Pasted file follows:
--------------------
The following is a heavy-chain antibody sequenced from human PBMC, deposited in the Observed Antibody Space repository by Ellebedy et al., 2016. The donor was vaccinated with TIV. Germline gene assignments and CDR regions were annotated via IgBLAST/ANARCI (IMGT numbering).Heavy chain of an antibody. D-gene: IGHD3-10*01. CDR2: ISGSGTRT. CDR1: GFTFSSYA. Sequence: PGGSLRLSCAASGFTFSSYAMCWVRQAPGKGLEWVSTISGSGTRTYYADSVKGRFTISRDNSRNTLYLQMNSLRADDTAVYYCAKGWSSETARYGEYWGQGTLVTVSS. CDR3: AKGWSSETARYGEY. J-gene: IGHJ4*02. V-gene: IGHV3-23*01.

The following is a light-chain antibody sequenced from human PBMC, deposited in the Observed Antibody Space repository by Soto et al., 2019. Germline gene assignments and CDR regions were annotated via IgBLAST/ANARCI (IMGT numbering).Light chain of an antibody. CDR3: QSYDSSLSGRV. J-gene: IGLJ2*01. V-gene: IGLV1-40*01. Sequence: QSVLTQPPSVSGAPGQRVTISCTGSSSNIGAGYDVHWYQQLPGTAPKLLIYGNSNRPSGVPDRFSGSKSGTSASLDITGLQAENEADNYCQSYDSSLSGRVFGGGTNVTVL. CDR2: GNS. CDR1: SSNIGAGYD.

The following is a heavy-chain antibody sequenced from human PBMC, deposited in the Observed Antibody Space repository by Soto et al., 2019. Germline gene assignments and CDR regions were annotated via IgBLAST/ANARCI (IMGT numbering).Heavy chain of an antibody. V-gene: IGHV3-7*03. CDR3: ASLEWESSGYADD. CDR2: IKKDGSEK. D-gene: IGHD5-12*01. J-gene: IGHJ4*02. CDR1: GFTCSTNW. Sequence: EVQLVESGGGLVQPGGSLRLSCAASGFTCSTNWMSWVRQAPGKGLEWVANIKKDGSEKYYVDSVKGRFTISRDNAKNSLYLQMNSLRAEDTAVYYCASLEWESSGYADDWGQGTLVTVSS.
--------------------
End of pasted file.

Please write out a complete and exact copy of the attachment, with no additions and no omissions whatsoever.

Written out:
The following is a heavy-chain antibody sequenced from human PBMC, deposited in the Observed Antibody Space repository by Ellebedy et al., 2016. The donor was vaccinated with TIV. Germline gene assignments and CDR regions were annotated via IgBLAST/ANARCI (IMGT numbering).Heavy chain of an antibody. D-gene: IGHD3-10*01. CDR2: ISGSGTRT. CDR1: GFTFSSYA. Sequence: PGGSLRLSCAASGFTFSSYAMCWVRQAPGKGLEWVSTISGSGTRTYYADSVKGRFTISRDNSRNTLYLQMNSLRADDTAVYYCAKGWSSETARYGEYWGQGTLVTVSS. CDR3: AKGWSSETARYGEY. J-gene: IGHJ4*02. V-gene: IGHV3-23*01.

The following is a light-chain antibody sequenced from human PBMC, deposited in the Observed Antibody Space repository by Soto et al., 2019. Germline gene assignments and CDR regions were annotated via IgBLAST/ANARCI (IMGT numbering).Light chain of an antibody. CDR3: QSYDSSLSGRV. J-gene: IGLJ2*01. V-gene: IGLV1-40*01. Sequence: QSVLTQPPSVSGAPGQRVTISCTGSSSNIGAGYDVHWYQQLPGTAPKLLIYGNSNRPSGVPDRFSGSKSGTSASLDITGLQAENEADNYCQSYDSSLSGRVFGGGTNVTVL. CDR2: GNS. CDR1: SSNIGAGYD.

The following is a heavy-chain antibody sequenced from human PBMC, deposited in the Observed Antibody Space repository by Soto et al., 2019. Germline gene assignments and CDR regions were annotated via IgBLAST/ANARCI (IMGT numbering).Heavy chain of an antibody. V-gene: IGHV3-7*03. CDR3: ASLEWESSGYADD. CDR2: IKKDGSEK. D-gene: IGHD5-12*01. J-gene: IGHJ4*02. CDR1: GFTCSTNW. Sequence: EVQLVESGGGLVQPGGSLRLSCAASGFTCSTNWMSWVRQAPGKGLEWVANIKKDGSEKYYVDSVKGRFTISRDNAKNSLYLQMNSLRAEDTAVYYCASLEWESSGYADDWGQGTLVTVSS.